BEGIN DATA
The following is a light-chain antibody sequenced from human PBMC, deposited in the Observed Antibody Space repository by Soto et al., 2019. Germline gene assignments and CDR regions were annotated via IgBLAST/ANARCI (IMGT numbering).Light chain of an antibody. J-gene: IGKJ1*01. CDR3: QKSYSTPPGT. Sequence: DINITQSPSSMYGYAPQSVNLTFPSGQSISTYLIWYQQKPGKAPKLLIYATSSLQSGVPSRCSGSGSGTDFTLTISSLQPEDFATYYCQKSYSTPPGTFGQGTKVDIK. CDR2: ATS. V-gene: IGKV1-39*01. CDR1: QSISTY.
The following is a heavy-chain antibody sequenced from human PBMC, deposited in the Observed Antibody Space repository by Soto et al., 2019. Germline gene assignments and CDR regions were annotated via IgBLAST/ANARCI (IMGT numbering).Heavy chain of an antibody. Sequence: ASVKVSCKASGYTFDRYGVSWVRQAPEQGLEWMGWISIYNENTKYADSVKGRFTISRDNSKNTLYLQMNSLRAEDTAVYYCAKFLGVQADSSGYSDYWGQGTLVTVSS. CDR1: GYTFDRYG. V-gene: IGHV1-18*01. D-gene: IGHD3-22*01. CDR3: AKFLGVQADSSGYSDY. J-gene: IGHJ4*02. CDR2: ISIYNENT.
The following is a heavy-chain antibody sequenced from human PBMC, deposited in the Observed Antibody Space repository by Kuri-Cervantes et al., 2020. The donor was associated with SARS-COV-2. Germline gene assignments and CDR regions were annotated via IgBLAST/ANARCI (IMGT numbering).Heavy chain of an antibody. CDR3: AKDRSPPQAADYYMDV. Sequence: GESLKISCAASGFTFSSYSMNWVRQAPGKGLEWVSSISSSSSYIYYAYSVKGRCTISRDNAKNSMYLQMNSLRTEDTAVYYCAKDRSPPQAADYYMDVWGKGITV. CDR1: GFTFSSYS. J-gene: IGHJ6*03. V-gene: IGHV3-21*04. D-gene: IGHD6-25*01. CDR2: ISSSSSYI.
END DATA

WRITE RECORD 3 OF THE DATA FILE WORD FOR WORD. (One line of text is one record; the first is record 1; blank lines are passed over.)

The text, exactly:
The following is a heavy-chain antibody sequenced from human PBMC, deposited in the Observed Antibody Space repository by Kuri-Cervantes et al., 2020. The donor was associated with SARS-COV-2. Germline gene assignments and CDR regions were annotated via IgBLAST/ANARCI (IMGT numbering).Heavy chain of an antibody. CDR3: AKDRSPPQAADYYMDV. Sequence: GESLKISCAASGFTFSSYSMNWVRQAPGKGLEWVSSISSSSSYIYYAYSVKGRCTISRDNAKNSMYLQMNSLRTEDTAVYYCAKDRSPPQAADYYMDVWGKGITV. CDR1: GFTFSSYS. J-gene: IGHJ6*03. V-gene: IGHV3-21*04. D-gene: IGHD6-25*01. CDR2: ISSSSSYI.